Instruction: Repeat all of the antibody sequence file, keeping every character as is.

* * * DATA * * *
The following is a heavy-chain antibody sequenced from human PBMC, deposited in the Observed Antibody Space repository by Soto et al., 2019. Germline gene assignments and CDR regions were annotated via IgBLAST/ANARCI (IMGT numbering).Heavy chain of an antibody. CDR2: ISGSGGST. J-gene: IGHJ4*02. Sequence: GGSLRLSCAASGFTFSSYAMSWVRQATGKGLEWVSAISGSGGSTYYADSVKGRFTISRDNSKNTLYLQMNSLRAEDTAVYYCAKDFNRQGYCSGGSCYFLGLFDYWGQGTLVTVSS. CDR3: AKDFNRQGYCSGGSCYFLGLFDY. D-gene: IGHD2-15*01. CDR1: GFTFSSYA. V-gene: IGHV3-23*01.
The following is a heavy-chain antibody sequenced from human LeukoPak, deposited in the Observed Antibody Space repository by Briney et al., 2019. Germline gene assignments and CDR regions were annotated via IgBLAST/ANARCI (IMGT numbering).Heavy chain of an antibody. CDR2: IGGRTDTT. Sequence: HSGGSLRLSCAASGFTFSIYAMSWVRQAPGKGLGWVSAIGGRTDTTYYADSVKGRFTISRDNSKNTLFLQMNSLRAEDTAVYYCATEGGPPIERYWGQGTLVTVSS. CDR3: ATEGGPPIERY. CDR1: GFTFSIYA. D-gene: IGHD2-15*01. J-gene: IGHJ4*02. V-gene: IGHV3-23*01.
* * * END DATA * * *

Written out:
The following is a heavy-chain antibody sequenced from human PBMC, deposited in the Observed Antibody Space repository by Soto et al., 2019. Germline gene assignments and CDR regions were annotated via IgBLAST/ANARCI (IMGT numbering).Heavy chain of an antibody. CDR2: ISGSGGST. J-gene: IGHJ4*02. Sequence: GGSLRLSCAASGFTFSSYAMSWVRQATGKGLEWVSAISGSGGSTYYADSVKGRFTISRDNSKNTLYLQMNSLRAEDTAVYYCAKDFNRQGYCSGGSCYFLGLFDYWGQGTLVTVSS. CDR3: AKDFNRQGYCSGGSCYFLGLFDY. D-gene: IGHD2-15*01. CDR1: GFTFSSYA. V-gene: IGHV3-23*01.
The following is a heavy-chain antibody sequenced from human LeukoPak, deposited in the Observed Antibody Space repository by Briney et al., 2019. Germline gene assignments and CDR regions were annotated via IgBLAST/ANARCI (IMGT numbering).Heavy chain of an antibody. CDR2: IGGRTDTT. Sequence: HSGGSLRLSCAASGFTFSIYAMSWVRQAPGKGLGWVSAIGGRTDTTYYADSVKGRFTISRDNSKNTLFLQMNSLRAEDTAVYYCATEGGPPIERYWGQGTLVTVSS. CDR3: ATEGGPPIERY. CDR1: GFTFSIYA. D-gene: IGHD2-15*01. J-gene: IGHJ4*02. V-gene: IGHV3-23*01.